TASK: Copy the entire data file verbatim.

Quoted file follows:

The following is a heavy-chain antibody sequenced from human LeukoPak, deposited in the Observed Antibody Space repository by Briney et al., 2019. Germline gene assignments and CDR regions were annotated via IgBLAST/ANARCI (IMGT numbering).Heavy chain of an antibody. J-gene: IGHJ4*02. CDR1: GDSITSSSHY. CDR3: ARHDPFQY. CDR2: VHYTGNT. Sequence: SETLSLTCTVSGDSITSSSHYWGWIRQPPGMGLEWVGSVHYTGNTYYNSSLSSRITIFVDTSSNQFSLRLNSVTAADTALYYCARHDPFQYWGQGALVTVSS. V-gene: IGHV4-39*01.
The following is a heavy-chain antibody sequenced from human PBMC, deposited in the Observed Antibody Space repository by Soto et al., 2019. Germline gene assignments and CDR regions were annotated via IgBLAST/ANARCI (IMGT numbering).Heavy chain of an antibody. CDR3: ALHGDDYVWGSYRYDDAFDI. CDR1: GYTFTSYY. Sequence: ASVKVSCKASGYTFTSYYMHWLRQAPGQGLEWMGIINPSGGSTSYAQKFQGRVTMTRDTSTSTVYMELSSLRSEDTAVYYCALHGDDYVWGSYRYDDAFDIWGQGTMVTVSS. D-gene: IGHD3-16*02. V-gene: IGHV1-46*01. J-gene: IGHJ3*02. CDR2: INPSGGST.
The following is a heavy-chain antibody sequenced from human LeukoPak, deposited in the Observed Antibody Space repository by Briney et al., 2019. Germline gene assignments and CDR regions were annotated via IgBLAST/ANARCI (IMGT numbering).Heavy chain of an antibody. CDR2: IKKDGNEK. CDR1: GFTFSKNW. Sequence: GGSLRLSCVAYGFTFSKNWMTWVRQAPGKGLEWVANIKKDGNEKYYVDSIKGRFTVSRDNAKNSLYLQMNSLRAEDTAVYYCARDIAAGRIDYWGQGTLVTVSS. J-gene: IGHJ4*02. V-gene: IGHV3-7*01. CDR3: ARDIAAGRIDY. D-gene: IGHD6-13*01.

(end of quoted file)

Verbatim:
The following is a heavy-chain antibody sequenced from human LeukoPak, deposited in the Observed Antibody Space repository by Briney et al., 2019. Germline gene assignments and CDR regions were annotated via IgBLAST/ANARCI (IMGT numbering).Heavy chain of an antibody. J-gene: IGHJ4*02. CDR1: GDSITSSSHY. CDR3: ARHDPFQY. CDR2: VHYTGNT. Sequence: SETLSLTCTVSGDSITSSSHYWGWIRQPPGMGLEWVGSVHYTGNTYYNSSLSSRITIFVDTSSNQFSLRLNSVTAADTALYYCARHDPFQYWGQGALVTVSS. V-gene: IGHV4-39*01.
The following is a heavy-chain antibody sequenced from human PBMC, deposited in the Observed Antibody Space repository by Soto et al., 2019. Germline gene assignments and CDR regions were annotated via IgBLAST/ANARCI (IMGT numbering).Heavy chain of an antibody. CDR3: ALHGDDYVWGSYRYDDAFDI. CDR1: GYTFTSYY. Sequence: ASVKVSCKASGYTFTSYYMHWLRQAPGQGLEWMGIINPSGGSTSYAQKFQGRVTMTRDTSTSTVYMELSSLRSEDTAVYYCALHGDDYVWGSYRYDDAFDIWGQGTMVTVSS. D-gene: IGHD3-16*02. V-gene: IGHV1-46*01. J-gene: IGHJ3*02. CDR2: INPSGGST.
The following is a heavy-chain antibody sequenced from human LeukoPak, deposited in the Observed Antibody Space repository by Briney et al., 2019. Germline gene assignments and CDR regions were annotated via IgBLAST/ANARCI (IMGT numbering).Heavy chain of an antibody. CDR2: IKKDGNEK. CDR1: GFTFSKNW. Sequence: GGSLRLSCVAYGFTFSKNWMTWVRQAPGKGLEWVANIKKDGNEKYYVDSIKGRFTVSRDNAKNSLYLQMNSLRAEDTAVYYCARDIAAGRIDYWGQGTLVTVSS. J-gene: IGHJ4*02. V-gene: IGHV3-7*01. CDR3: ARDIAAGRIDY. D-gene: IGHD6-13*01.